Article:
Not interested in your new favorite band.
An AC/DC-loving biologist tests the band's 1980 assertion that "rock 'n' roll ain't noise pollution." Turns out it can be – and the negative effects of noise can ripple through an ecosystem.
Copepod with eggs (blue). Copepods are typically just a few millimeters long, but are important food sources for small fish.
DNA sequencing is making it possible for scientists to identify thousands of species of zooplankton – drifting animals that are key links in ocean food webs.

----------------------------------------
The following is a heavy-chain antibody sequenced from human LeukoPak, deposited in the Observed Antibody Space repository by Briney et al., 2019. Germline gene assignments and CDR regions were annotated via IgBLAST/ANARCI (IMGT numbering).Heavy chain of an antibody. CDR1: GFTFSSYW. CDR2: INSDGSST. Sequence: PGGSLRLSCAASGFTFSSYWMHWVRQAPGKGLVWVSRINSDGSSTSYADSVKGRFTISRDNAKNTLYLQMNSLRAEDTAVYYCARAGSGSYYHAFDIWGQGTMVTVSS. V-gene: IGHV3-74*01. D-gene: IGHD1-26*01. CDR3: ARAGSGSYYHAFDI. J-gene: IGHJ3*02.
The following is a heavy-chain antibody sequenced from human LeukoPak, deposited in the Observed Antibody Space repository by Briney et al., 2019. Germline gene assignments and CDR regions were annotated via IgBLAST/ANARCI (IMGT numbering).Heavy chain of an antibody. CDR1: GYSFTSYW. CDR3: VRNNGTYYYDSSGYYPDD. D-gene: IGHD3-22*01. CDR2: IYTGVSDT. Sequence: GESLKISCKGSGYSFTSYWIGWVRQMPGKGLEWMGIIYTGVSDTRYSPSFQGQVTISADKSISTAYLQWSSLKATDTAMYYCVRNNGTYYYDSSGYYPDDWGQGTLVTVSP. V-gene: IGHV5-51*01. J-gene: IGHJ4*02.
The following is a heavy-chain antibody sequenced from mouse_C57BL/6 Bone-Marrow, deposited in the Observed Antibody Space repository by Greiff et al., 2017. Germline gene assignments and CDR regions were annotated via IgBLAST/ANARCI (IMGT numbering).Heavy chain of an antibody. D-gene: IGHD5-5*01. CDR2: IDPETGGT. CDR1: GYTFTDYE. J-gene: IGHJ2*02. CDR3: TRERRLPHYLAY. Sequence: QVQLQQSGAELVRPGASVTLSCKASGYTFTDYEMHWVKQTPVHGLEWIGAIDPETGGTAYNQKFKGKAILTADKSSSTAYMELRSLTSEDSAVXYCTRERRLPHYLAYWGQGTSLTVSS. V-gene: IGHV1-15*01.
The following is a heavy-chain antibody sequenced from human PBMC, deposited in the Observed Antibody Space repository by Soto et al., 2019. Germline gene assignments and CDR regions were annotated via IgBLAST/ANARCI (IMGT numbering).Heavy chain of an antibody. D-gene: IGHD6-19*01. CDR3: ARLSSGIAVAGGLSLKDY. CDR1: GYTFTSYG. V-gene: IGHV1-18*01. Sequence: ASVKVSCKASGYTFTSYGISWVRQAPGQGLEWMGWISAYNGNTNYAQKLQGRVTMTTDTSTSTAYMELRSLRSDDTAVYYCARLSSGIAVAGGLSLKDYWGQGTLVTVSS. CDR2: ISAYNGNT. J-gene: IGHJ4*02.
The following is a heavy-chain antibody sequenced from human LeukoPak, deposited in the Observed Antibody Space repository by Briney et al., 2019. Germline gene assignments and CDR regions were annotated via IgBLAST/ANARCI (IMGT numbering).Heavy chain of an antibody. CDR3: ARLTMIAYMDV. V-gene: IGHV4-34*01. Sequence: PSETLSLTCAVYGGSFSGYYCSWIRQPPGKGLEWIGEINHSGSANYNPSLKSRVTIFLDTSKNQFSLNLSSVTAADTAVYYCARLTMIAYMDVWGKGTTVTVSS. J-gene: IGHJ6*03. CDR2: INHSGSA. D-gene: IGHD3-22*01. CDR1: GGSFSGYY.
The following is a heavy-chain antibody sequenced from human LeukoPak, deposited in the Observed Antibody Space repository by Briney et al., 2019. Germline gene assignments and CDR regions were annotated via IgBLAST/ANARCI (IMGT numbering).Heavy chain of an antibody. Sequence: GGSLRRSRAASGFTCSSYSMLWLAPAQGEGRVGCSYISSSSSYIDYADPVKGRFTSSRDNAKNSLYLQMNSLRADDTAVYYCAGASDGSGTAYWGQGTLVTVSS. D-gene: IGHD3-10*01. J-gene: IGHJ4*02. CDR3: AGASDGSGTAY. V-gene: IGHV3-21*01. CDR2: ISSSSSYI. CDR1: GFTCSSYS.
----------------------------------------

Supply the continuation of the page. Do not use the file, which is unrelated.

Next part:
A pelagic snail ensnares food with with a mucous web.
Linda Ianniello https://lindaiphotography.com
Biologists are finding new evidence that these ocean invertebrate grazers don't just ingest whatever they catch. They can actually be picky eaters – and their choices might influence ocean food webs.
Plastic trash on San Francisco’s Ocean Beach.
A new study shows that anchovies – key food for larger fish – are attracted to plastic trash because it smells like food. This suggests that toxic substances in plastic could move up through food chains.
A tank can give a good idea of what will happen out in the wild.
A new study suggests the benefits of a boost to marine plant growth from increased carbon dioxide will be cancelled out by the increased stress to fish species.